Business Resource Efficiency (BRE) competency frameworks

Client:
WRAP
Start date:
October 2010
Completed:
March 2011

Background
WRAP was tasked by Defra to deliver Business Resource Efficiency (BRE), by supporting resource efficiency amongst Small and Medium-sized Enterprises (SMEs). This piece of research aimed to help WRAP better understand the sectors and/or types of SME that will be more willing to act than others; to better understand SMEs generally; and to understand how different types of intervention will be more appropriate to different types of business. Aims of this work included:
• Considering the types of resource efficient behaviours WRAP should seek to influence during their next business plan, and to establish a framework of key competencies to benchmark progress.
• Developing a competency framework for resource efficiency for SMEs in the UK
• Better understanding the motivations and barriers for SMEs to act in a resource efficient way
• Developing a repeatable method of measuring behaviour change in SMEs

Methodology
Our methodology had four phases:
• A focused literature review of secondary evidence sources;
• Development of an outline competency framework for resource efficiency for SMEs;
• Primary research (in depth interviews) to test the initial framework and to cognitively test questions for a quantitative survey;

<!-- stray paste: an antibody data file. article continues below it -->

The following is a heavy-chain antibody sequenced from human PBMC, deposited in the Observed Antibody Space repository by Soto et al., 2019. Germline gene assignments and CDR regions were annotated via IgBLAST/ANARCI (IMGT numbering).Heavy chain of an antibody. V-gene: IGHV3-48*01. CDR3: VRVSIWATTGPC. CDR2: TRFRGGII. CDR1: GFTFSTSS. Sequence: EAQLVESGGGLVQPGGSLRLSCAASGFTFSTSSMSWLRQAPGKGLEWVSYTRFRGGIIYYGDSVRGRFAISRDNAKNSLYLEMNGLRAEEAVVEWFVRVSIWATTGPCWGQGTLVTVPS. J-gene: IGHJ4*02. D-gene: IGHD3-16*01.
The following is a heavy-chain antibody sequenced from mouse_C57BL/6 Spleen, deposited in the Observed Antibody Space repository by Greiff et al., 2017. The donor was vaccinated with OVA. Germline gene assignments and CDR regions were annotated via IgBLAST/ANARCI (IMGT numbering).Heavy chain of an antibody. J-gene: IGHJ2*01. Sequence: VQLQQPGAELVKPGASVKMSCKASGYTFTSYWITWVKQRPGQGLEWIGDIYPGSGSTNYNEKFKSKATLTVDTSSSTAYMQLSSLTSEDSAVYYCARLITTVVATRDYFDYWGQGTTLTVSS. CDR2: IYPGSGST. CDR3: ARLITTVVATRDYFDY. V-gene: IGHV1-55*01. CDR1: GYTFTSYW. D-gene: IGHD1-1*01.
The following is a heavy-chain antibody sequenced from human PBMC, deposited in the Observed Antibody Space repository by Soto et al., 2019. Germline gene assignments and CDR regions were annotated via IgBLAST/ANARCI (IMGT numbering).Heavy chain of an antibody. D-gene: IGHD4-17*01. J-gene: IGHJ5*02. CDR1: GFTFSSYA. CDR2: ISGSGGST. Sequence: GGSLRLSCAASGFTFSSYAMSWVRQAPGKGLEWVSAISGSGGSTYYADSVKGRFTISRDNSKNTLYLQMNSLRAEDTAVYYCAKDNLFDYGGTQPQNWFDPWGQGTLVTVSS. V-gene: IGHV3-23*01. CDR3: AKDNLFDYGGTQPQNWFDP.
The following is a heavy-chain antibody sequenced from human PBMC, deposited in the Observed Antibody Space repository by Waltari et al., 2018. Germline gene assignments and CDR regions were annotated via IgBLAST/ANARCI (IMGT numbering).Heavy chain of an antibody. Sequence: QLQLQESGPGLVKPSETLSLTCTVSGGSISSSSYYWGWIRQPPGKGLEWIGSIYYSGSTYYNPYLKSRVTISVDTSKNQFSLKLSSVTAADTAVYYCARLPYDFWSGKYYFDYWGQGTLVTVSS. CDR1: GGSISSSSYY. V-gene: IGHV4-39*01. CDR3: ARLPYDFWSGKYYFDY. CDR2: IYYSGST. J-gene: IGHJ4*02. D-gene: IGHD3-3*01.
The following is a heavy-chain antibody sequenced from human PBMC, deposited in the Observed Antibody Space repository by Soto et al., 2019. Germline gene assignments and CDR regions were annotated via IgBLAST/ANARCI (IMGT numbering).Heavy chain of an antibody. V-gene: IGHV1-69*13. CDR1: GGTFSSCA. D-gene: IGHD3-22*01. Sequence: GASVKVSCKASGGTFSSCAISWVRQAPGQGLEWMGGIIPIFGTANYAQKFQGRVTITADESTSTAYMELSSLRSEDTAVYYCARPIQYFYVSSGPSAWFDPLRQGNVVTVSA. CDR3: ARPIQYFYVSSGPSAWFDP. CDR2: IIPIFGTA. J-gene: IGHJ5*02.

• Second phase of in-depth interviews with a sample of larger SMEs, seeking to determine whether the evolving competency model was valid.

Findings
The final report is available for download from the link in the centre column.

Brook Lyndhurst Blog

  • Energy efficiency: behaviour, rationality, economics and politics

    I had the pleasure of joining some 300 researchers and academics from around the world a couple of weeks ago to discuss the latest thinking on persuading consumers to use less energy.  The BEHAVE2014 conference took place in Oxford at a time when it is increasingly appreciated, by businesses, governments and civic society, that any [...] 

  • Herd behaviour amongst sports fans

    We had a conversation in the office the other day about herd behaviour and the difference between football and cricket crowds. Why is it that spectators at a football match can occasionally get aggressive and abusive, but spectators at a cricket match tend to act more like naughty schoolboys: boisterous but essentially good-natured? It’s a [...]